If you put money in the bank for decades, you leverage compound interest and time, assuming that the currency doesn’t collapse.

In comparison, if you invest productively for decades, you will likely have many multiples of that money.

Is a university necessary for financial success?

It isn’t necessary, but increasingly it is becoming more difficult to thrive without one, at least in many developed countries.

The reason is simple. The opportunities for non-degree holders have narrowed over time.

Decades ago in the UK, teachers didn’t have to attend university.

Until recently, nurses didn’t have to go to university.

I have also noticed that even people with high technical skills often do better after university.

Some people in my network are very good at IT-related jobs.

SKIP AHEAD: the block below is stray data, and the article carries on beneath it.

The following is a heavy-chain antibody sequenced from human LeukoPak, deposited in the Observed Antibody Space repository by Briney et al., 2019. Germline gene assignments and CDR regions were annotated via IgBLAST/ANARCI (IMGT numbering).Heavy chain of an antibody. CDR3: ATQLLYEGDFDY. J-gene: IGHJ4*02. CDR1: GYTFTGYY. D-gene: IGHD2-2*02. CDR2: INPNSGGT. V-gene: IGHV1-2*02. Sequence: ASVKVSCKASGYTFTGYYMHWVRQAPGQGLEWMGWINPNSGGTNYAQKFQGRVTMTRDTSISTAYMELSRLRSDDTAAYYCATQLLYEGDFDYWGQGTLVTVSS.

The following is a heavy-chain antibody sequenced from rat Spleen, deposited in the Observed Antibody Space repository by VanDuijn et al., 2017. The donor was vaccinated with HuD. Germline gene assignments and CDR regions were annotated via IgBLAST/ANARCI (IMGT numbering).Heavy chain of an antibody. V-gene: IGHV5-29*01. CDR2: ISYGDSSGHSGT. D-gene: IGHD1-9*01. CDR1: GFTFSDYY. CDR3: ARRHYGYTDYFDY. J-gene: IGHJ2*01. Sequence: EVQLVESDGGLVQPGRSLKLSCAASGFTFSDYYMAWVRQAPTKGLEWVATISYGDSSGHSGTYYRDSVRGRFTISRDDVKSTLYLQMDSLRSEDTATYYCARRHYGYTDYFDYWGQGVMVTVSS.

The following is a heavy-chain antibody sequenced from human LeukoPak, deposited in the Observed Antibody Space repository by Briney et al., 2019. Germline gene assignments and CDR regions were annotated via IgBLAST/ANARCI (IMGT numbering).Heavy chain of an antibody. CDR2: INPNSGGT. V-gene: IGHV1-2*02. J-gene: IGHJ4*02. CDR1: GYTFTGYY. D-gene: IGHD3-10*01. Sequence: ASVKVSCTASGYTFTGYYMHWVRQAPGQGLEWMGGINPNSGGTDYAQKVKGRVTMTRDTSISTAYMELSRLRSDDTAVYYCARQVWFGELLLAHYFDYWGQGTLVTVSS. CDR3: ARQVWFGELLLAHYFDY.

They can, therefore, demonstrate their technical knowledge quite easily.

Many could earn well without a degree, but once they went to university as mature students (meaning over 25 in many countries), they got offered better positions within days.

The number of recruiters calling them went through the roof, especially if they were on LinkedIn.

That isn’t to mention that you often need a degree if you want to emigrate to some countries.

With that being said, education is a tool.

Where it works is when you have technical or soft skills and add them to your work experience and qualifications.

For example, speaking two languages perfectly and getting a degree in another language, isn’t as helpful as somebody who can market, sell, negotiate and do many critical roles in numerous languages.